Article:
In Lehman's Terms
Many publications are dusting off headlines from the mid-1980s related to the economic impact of falling gas prices. A national newspaper recently published this headline on its business page: Beware Texas: Oil Price Drop Could Lead to 1980s Era Recession.
For those of you not around in the ‘80s, it was a time when plummeting oil prices created an economic disaster for Texas, which was a one-industry state at the time.
Texas oil legends fictionalized by Hollywood in movies like “Giant” or TV shows like “Dallas” saw their massive fortunes disappear overnight. Almost every Texan suffered from this economic disaster, when our unemployment rate was several percentage points higher than the national rate. Falling home prices forced many people into foreclosure, and many small businesses in areas not even related to the energy sector were forced into bankruptcy.
While I’m not an expert on the economic impact of gas prices, here “in Lehman's terms” is what I do know about our current economy and how we learned from our single-industry mistakes.
Since the 1980s, Texas lawmakers have worked tirelessly to diversify our economy to lessen our dependency on oil. These elected officials have not been concerned about partisan labels or immediate post-session victory pronouncements. They have been dedicated to long-term job creation and new steady economic engines designed to bring solid growth to our state. They have also been dedicated to ensuring Texas supplies these new economic models with the infrastructure needed for long-term economic viability, such as transportation, water, and an educated workforce.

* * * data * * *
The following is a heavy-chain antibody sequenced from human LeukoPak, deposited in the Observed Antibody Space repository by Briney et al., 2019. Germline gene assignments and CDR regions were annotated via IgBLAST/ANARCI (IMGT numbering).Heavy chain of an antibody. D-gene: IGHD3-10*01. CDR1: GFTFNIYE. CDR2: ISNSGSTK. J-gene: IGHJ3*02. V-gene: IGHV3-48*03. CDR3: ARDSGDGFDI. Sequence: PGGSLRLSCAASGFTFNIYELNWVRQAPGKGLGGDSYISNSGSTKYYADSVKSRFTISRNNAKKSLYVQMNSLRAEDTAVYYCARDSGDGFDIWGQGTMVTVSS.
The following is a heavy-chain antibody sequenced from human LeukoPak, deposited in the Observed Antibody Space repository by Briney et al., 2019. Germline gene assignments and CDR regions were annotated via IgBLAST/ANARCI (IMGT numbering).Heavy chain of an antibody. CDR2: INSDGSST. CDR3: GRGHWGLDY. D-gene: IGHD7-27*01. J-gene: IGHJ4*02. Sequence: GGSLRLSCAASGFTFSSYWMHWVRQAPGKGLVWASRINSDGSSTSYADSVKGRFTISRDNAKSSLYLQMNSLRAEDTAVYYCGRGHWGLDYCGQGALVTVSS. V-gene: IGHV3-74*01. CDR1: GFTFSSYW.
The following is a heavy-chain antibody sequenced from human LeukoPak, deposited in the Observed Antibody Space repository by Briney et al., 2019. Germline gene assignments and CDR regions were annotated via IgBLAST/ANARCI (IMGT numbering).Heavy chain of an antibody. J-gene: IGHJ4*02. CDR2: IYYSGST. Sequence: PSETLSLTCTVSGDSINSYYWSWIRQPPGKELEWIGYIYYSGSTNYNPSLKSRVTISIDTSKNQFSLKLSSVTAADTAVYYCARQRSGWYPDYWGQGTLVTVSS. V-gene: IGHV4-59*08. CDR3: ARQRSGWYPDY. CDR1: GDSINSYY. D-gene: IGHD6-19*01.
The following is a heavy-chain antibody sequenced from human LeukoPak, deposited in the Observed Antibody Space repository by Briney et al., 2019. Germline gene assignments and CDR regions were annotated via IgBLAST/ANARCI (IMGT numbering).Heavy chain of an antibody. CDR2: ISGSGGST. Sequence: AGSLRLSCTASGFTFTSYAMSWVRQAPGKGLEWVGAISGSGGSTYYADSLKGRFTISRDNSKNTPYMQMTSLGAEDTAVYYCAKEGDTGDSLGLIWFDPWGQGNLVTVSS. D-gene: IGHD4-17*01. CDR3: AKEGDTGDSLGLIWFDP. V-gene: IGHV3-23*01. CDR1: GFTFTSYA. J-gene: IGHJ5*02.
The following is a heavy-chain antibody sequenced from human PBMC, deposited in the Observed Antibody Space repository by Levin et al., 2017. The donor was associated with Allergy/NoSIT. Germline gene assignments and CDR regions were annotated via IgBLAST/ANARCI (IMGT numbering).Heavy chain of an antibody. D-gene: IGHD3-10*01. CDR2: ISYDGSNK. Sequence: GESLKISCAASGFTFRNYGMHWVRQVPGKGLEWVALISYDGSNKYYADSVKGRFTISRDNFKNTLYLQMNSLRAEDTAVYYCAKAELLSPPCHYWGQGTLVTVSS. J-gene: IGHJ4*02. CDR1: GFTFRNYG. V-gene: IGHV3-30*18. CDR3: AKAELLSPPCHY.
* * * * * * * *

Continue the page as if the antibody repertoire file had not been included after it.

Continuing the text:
As a result, despite a significant drop in oil prices, we have an economy that’s a little sluggish but still growing. Declines in energy-sector job growth have been enormously overshadowed by significant growth in areas like education, healthcare, technology, manufacturing, and tourism. Most important, new home construction and real estate sales remain positive—major signs of economic stability.
Past and present Texas lawmakers should be commended for their dedication and commitment to this economic diversification. And current elected officials should not be distracted by a political environment where their decisions are immediately posted for public validation in social media. They should continue to work toward the long-term goal of a prosperous Texas.
Politicians are often characterized as elected officials who care only about themselves and the next election, while statesmen are characterized as public servants who focus on the future and its impact on the next generation. For decades the future of Texas has been in the hands of some pretty significant statesmen and stateswomen. Let’s keep it that way.
Mark Lehman is vice president of Governmental Affairs at the Texas Association of REALTORS®.
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